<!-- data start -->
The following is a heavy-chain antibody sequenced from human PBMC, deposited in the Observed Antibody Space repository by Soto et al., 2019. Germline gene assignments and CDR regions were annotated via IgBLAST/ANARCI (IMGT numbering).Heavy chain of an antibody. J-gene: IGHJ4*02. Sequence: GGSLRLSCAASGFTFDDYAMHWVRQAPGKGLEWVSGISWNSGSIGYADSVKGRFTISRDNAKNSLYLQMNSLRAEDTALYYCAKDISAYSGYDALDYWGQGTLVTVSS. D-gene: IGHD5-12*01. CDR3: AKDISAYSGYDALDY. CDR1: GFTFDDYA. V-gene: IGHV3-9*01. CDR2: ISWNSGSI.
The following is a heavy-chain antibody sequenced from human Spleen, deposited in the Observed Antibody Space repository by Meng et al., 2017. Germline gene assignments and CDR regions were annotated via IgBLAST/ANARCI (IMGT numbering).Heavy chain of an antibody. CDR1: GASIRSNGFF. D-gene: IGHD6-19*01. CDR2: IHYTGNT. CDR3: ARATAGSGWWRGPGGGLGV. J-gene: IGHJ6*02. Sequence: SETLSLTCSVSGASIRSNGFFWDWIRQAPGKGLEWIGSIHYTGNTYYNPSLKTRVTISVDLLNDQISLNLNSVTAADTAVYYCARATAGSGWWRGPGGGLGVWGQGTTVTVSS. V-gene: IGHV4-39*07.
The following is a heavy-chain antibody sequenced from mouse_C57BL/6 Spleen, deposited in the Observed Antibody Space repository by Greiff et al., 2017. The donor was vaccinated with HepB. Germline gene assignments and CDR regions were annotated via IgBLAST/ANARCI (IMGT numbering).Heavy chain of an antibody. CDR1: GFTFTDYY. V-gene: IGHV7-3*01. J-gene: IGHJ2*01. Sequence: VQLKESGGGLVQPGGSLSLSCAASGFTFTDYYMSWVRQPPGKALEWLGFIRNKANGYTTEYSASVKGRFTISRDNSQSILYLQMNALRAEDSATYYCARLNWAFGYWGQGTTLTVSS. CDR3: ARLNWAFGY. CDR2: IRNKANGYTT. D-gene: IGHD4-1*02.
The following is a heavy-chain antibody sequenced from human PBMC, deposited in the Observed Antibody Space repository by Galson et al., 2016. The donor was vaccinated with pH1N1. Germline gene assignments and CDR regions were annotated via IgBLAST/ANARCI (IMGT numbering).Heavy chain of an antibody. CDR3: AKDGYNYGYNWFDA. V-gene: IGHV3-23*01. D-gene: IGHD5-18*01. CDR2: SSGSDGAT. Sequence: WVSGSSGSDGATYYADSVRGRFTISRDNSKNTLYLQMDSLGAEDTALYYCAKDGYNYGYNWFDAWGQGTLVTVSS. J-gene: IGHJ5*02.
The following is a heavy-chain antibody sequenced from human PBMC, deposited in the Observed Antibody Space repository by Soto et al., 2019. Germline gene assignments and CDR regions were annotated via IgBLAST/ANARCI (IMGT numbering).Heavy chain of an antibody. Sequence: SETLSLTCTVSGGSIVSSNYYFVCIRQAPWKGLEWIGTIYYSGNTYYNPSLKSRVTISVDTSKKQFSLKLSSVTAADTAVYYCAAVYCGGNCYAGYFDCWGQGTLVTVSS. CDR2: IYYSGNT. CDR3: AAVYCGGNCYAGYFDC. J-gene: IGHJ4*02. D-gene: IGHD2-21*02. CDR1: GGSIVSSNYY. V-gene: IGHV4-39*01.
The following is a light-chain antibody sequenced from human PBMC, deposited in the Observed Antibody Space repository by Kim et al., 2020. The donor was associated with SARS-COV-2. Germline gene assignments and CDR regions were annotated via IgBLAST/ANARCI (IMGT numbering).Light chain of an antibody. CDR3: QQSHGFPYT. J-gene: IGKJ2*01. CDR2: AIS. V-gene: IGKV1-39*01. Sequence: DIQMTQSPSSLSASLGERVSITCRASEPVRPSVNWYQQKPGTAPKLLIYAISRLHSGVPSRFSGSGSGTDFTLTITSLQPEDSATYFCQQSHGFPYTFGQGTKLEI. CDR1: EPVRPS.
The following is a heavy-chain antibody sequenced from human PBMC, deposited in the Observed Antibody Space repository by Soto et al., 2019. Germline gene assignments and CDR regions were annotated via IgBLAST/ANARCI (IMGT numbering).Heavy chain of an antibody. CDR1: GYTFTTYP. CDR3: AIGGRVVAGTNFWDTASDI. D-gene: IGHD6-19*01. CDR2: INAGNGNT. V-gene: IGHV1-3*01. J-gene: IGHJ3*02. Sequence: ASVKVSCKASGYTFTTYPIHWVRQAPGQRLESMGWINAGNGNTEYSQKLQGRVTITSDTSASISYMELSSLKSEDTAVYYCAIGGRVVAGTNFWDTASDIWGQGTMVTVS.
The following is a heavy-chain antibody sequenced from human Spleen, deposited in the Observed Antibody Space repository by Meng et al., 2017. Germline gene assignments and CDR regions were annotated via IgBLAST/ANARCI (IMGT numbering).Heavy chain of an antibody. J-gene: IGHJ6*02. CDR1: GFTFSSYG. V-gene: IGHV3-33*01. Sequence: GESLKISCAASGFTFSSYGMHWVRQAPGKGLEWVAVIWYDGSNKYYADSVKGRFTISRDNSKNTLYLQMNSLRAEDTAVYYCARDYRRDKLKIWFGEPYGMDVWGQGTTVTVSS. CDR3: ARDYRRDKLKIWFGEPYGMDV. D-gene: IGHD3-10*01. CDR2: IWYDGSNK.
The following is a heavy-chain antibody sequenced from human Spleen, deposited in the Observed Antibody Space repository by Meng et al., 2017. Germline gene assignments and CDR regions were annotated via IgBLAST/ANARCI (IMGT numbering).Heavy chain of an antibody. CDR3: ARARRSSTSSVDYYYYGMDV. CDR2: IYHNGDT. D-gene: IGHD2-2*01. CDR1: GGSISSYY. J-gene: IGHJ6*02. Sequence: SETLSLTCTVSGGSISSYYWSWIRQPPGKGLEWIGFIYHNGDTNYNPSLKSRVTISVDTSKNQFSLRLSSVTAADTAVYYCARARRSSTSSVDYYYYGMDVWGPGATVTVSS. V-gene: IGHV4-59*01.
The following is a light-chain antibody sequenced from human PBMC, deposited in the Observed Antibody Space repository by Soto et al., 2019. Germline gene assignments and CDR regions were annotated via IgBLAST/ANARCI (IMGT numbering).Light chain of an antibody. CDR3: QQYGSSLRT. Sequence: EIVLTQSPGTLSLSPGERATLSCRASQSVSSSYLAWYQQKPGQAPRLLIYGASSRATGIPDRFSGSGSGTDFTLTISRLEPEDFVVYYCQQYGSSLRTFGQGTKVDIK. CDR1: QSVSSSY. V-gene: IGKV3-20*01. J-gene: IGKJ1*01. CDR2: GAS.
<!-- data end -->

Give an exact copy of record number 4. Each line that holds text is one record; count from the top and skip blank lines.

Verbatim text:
The following is a heavy-chain antibody sequenced from human PBMC, deposited in the Observed Antibody Space repository by Galson et al., 2016. The donor was vaccinated with pH1N1. Germline gene assignments and CDR regions were annotated via IgBLAST/ANARCI (IMGT numbering).Heavy chain of an antibody. CDR3: AKDGYNYGYNWFDA. V-gene: IGHV3-23*01. D-gene: IGHD5-18*01. CDR2: SSGSDGAT. Sequence: WVSGSSGSDGATYYADSVRGRFTISRDNSKNTLYLQMDSLGAEDTALYYCAKDGYNYGYNWFDAWGQGTLVTVSS. J-gene: IGHJ5*02.